As a mom whose Westchester nest is currently vacant, I heartily subscribe to the philosophy of “What you don’t know can’t hurt you.” Sure, when one of my kids is temporarily residing under my roof, I worry if he or she doesn’t return by 2:30 am—but when they are living away at school or elsewhere, I employ a kind of benign maternal oblivion. It’s a parenting technique I’ve been employing to great effect recently, now that my two 20-somethings are living on their own, one in the proverbial jungle of Manhattan and the other in the real thing, in Central America.
So, nope, it’s not them I’m worried about. It’s my younger two—my 14-year-old, Kayley, and Gracie, my 3-year-old, who, if you want to get all technical about it, are actually kids of the canine variety. I know what they’re doing because they’re right here lounging around on my bed with me as I write these words on my laptop during a work-at-home day. And what they are doing is absolutely nothing. So I’m feeling guilty. Shouldn’t I be outside in the fresh air throwing a ball to them? (Does a sock tossed at my dresser count?) Because now that my human offspring aren’t in my field of vision as much, I’ve taken a closer look at the lives of my canine ones. And I have come to the inescapable conclusion that I have been giving them short shrift.
But just how bad a Bad Dog Mommy I am came into sharp focus recently when my friend Jill texted me that she wanted to get a few of her adorable Portuguese Water Dog Sadie’s pals together the next day to celebrate her third birthday. What a cute idea, I thought. But something about the date niggled at my brain. After I consulted Gracie’s puppy papers, it turns out the next day was also my dog’s third birthday. And what was I planning for the big day? Nothing. No friends, no gifts, no special outings. Not even a little Facebook shout-out.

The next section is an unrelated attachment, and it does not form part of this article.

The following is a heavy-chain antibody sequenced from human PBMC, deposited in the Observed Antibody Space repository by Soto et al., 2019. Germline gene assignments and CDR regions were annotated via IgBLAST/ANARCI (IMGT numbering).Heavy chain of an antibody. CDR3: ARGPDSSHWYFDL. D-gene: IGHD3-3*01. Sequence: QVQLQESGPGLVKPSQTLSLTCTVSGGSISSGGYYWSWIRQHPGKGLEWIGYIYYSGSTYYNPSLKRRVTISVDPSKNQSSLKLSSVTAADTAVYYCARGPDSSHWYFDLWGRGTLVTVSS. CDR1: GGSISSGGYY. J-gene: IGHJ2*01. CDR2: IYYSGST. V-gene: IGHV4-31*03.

Oh sure, my dogs get lots of love, healthy food, and, especially, first-rate medical attention. (Full disclosure here: Their dog dad, my husband, is a vet.) They certainly are not being neglected. What I worry about now is their social, athletic, and intellectual lives—or lack thereof. While I’ve been busy raising my human kids and working, there’s evolved a whole local dog-parenting culture that I never really plugged into. While my two were languishing at home (Hey, they had each other—a built-in play date, right?), I now discover, other neighborhood dogs were being picked up by mini-bus for supervised socialization programs or “camp” with their peers, attending regular mother-dog playgroups, or enjoying standing play dates with individual BFFs. Still others were frolicking at a local dog day care center’s theme days (the Olympics, Mardi Gras, etc.) featuring special activities and treats, just like my human kids used to enjoy at day camp. Kayley and Gracie would really love that, I catch myself thinking when I see an ad for one. Maybe they could audit for the day?
Whoa, wait a minute. Haven’t I been here, done this already—schlepped my human offspring—and my checkbook—here, there, and everywhere in the pursuit of enriching or just plain fun activities? So, for Mother’s Day this year, we make a deal. I won’t expect them to bring me breakfast in bed. And they won’t blame me when they aren’t invited to the neighborhood “bark mitzvahs” or are rejected from their first-choice canine college equivalent. But Mardi Gras Day at the local dog day care still sounds tempting. They really do look just so darling in beads—when they’re not eating them, of course.